Rehabilitation of the Injured Horse
One area that hasn`t been explored is that of rehabilitation. If one elects to refer a horse for surgery or has diagnosed a soft tissue injury requiring extensive lay-up time, quite often the ability to improve the horse`s prognosis for return to function is very limited.
In our clinic, we have attempted to address this issue by installing an aqua treadmill. This equipment provides a means of developing muscle tone and cardiovascular fitness in a horse that has been laid up for a variety of different soft tissue injuries. In addition, most surgeons we have consulted have given strong endorsement to its use after many orthopedic procedures.
An alternative use of the treadmill is maintaining fitness in a horse while allowing one of several minor lower leg injuries to heal. These would include splints, curbs, foot abscesses and bruises. The horse exercises against water (hot or cold) while only absorbing 20-30% of concussion.
Advantages over swimming
The advantages of an aqua tread over traditional swimming from a practical standpoint include less space requirement, cleaner water and lower investment cost. From a medical standpoint, cleaner water leads to less skin disease. Secondly, the muscles used in an aqua tread better match those normally used in ground training. Traditional swimming utilizes muscle groups that can lead to transient soreness when that animal goes back to ground training.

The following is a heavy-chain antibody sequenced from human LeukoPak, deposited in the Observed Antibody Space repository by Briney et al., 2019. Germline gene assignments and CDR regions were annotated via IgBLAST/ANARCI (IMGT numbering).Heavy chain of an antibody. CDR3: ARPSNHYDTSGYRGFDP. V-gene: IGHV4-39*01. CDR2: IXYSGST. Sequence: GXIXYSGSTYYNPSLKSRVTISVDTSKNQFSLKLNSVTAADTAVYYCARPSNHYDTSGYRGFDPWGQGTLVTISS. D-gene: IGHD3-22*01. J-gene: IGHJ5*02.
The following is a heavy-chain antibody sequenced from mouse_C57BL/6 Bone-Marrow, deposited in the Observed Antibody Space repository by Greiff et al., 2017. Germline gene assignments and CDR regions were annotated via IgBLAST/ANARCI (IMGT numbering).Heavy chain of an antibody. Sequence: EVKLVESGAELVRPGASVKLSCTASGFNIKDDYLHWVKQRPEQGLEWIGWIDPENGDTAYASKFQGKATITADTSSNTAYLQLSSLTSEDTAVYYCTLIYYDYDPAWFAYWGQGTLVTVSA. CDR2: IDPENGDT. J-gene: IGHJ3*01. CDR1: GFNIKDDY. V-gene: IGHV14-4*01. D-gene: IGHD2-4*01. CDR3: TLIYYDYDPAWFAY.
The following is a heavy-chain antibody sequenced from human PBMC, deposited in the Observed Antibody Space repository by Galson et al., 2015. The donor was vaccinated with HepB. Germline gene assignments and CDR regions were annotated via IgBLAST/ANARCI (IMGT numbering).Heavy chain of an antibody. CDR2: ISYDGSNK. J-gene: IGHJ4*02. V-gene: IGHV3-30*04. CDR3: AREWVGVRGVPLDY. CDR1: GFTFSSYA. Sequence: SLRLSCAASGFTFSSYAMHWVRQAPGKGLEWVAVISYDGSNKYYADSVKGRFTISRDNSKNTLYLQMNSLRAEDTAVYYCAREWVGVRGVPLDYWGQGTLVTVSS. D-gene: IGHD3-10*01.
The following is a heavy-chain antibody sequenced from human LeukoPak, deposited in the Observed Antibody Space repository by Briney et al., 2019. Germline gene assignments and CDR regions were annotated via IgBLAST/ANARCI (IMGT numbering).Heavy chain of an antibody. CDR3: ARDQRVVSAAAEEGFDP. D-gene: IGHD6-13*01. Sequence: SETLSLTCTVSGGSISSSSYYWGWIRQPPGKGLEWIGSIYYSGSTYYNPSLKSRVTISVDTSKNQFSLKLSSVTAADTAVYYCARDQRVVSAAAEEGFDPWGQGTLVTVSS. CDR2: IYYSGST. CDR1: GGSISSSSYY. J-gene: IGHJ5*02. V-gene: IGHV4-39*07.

The aqua tread has also been useful in simply providing hydro-therapy as a means of increasing circulation - a whole body whirlpool (Jacuzzi). Acute and chronic laminitis cases have benefited from this mode of therapy for obvious reasons.
Historically, most horses that have sustained one of several categories of injury have not had the benefits of any rehabilitation. The benefits are well documented. One need only consult a human orthopod or sports medicine specialist to learn its importance in terms of prognosis for return to function. Why then does the average horse owner and the veterinarian not seek out and institute a rehabilitation plan more sophisticated than "Rest the horse for six months. put him back in training and hope for the best"? The answer is not a simple one. It would include considerations such as:
- Lack of equipment adaptation for the horse.
- Financial investment by owner.
- Apathy of the owner.
- Poor follow-up support by the veterinarian.
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